Stairwell LA presents Dog Glove Hand, an exhibition of recent work by Carmen Argote showing across three spaces: Commonwealth and Council, Clockshop, and Stairwell. Conceived during the shelter-in-place order in Los Angeles, Dog Glove Hand continues Argote’s process-based investigations of her surroundings as artist, dweller, and flaneux.

The oil blot prints in Dog Glove Hand, stem from her desire to reanimate through depiction coincides with a deep need to find the appropriate language, the measure and the time, to recall the spirit—of other beings, as one’s own. Embarking on a series of transfer prints, Argote pressed RXbars (popular for their simple ingredients: egg whites, cashews, almonds, dates) onto paper in an almost linguistic syntax and spacing, marking time spent indoors. The nut oils seeped into the paper, creating abstract blooms which she then traced in crayon. The oil blots continue to spread beyond the traces, indexing the passage of time. Argote likens this seepage to digestion: as the oil absorbs, it gradually weakens the fiber, turning the paper transparent. Autonomic and independent of the artist, the work changes and lives. Oil blots imprinted at different time intervals grow at different rates, creating a polyrhythmic buildup of layers—days, weeks, and months all recorded on a single sheet.

Argote contrasts the RXbar prints with an oil blot work in progress in the Stairwell studio—an evolution to a metalanguage where creatures appear, no longer drawn from memory but hallucinated in the free-association of glyphs and forms now standing in for the outside world.

With the abstracted oleaginous marks, Argote metabolizes foods into their constituent elements like calories, macronutrients, and sodium. More broadly, the protein bar intimate a variety of social dichotomies that undergird the life of the city: individual vs. shared consumption, “smart” snacking vs. junk food, upscale vs. proletarian lifestyle eating. Even sequestered from public view, our lives continue leaving their mark in the street.

In the midst of a pandemic that revealed the imperative of purpose and collective solidarity Stairwell, Commonwealth and Council, and Clockshop with additional support from LACE and the Hammer Museum--have come together to support Carmen Argote's practice.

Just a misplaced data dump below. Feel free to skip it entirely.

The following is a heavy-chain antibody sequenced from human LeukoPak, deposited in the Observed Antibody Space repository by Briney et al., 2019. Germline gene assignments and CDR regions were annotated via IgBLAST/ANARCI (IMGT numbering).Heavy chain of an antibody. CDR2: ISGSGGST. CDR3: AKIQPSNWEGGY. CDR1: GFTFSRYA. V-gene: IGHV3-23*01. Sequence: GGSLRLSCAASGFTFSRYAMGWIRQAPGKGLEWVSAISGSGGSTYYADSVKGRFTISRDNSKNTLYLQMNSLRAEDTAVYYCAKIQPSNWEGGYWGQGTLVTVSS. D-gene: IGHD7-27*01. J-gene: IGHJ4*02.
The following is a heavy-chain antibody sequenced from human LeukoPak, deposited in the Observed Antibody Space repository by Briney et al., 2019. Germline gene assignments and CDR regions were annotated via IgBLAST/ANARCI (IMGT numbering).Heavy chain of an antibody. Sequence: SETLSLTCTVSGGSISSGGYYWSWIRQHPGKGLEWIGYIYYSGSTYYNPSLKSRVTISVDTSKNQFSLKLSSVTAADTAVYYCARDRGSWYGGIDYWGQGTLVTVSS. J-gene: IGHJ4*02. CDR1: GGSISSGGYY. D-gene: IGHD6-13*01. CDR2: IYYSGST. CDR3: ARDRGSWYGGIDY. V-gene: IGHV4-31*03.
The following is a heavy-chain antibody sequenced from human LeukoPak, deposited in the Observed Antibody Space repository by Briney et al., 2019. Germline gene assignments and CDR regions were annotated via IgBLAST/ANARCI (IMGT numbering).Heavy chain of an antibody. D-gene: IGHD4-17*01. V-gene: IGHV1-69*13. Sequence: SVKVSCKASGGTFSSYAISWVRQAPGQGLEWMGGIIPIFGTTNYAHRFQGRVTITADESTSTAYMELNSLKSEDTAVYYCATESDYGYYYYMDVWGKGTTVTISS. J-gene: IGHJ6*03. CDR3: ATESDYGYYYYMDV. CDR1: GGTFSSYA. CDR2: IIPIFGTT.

Glove Hand Dog at Commonwealth and Council

Hand Dog Glove at Clockshop

Events to RSVP for:
Tuesday, July 21st, LAST LIGHT screening and Q&A with Erin Christovale, co-presented by Clockshop and the Hammer Museum
Wednesday, July 22nd, LACE benefit edition reveal and Q&A with Daniela Lieja Quintanar

Carmen Argote (b. 1981, Guadalajara, Mexico; lives and works in Los Angeles) received an MFA in 2007 from University of California, Los Angeles, where she also received her BFA in 2004. Recent solo exhibitions have been held at Visual Arts Center, University of Texas, Austin (2020); New Museum, New York (2019); PAOS, Guadalajara, Mexico (2019); Ballon Rouge Collective, Istanbul, Turkey (2019) and New York (2018); Instituto de Vision, Bogota, Colombia (2018); Panel LA, Los Angeles (2017); and MAK Center for Art and Architecture (2015). Argote has been featured in group exhibitions at SculptureCenter, New York (2019); Hammer Museum, Los Angeles (2018); Orange County Museum of Art, Santa Ana (2017); Los Angeles County Museum of Art (2017); Ballroom Marfa, TX (2017); and Denver Art Museum, CO (2017). She is the recipient of the Louis Comfort Tiffany Foundation Award (2019); Artadia Los Angeles Award (2019); Rema Hort Mann Foundation Artist Community Engagement Grant (2015); and the California Community Foundation Fellowship for Visual Artists (2013).


Westlake 1891. Courtesy of the Photo Collection, Los Angeles Public Library.

Stairwell is a research based practice and experimental space for the discovery + investigation of art practice located in the Westlake-MacArthur Park area of Los Angeles. Founded in 2020 by artist, curator, and social researcher Cynthia Vargas.

Contact: Cynthia Vargas | 213.700.0700


The Francis Residency

Carmen Argote
Leonardo Bravo